Dr William E Herbert was born in central Otago in 1872. He studied at both Otago University and the famous medical school at Edinburgh University before settling in Wellington where he established a small private practice as well as working at Wellington Hospital. After a visit to the United States where he was impressed with what he saw as a much more efficient way of delivering health care, he formed a business partnership with Dr Henry Hardwick-Smith and in 1912 they established what was then Wellington’s first ‘modern’ private hospital in Bowen Street. Though the hospital buildings were demolished in the early 1970s for the construction of the Treasury headquarters, the original name of the institution continues to live on after Bowen Hospital became a charitable trust and relocated to Crofton Downs. It was during the 1920s that William and his wife Florence moved into the large mansion at 186 The Terrace which had been owned by her parents, her father being the wealthy businessman and hotelier, Hamilton Gilmer. Likely built in the 1880s, it was located at the front of a one-acre section with the back of the land parcel dropping down into a natural valley where the Kumutoto river flowed and which later became known as Herbert Gully. They set about landscaping and planting the section behind the houseand transforming it into what was regarded as one of the finest private gardens in inner-Wellington. The Herberts had long been involved with charity and philanthropic causes, raising large sums of money to build Wellington’s children’s hospital and to purchase some of NZ’s first radiotherapy machines used for treating cancer, so it followed that they would use and showcase their garden for charitable purposes.
In early 1934, The Social Review reported such an event; a garden party raising funds for Wellington Free Kindergarten. Highlights included a fashion show featuring new work by the local clothing designer Mary Garden, a performance by a dance group and a display of “relaxation exercises demonstrated in a reclining position”. Though her husband died unexpectedly in 1933, ‘Florrie’ Herbert remained living in the house, outliving her husband by almost 30 years until her death in 1961. Soon after the mansion was demolished and planning and construction of the apartment building began.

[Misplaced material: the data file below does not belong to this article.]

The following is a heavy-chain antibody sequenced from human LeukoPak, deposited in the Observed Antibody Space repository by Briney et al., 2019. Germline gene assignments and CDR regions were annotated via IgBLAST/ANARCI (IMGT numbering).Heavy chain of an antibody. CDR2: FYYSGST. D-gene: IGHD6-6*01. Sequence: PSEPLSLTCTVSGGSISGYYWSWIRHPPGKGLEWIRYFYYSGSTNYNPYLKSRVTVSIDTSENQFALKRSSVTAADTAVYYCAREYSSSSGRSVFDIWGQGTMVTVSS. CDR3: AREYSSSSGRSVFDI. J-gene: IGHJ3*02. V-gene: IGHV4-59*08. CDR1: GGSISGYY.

Photos from this period in the late 1960s show the original gardens still existing and though they were in a state of disrepair, they would have provided a quiet outdoor area for the apartment building’s early residents. However, it was to be a short-lived peace; almost exactly the same time as the building was completed, the final route of the Wellington Urban Motorway was confirmed. Most of what remained of the gardens were compulsorily acquired by the National Roads Board and in the mid 1970s they were dug out to create the section of the motorway which leads to the northern portal of the Terrace Tunnel. However, now clad in regenerating native bush, a small section of the original garden remains for residents of the apartments to enjoy to this day.
Tēnā koutou katoa, e te whānau! This July, we are celebrating Matariki with Purapura Whetū, a special festival of events, crafts, storytelling, and reflection for whānau and tamariki all over our city.
As well as all the programmes listed below, each of our libraries will have special crafting stations set up where you can make your very own star to add to our city-wide purapura whetū; a pattern, or web of stars.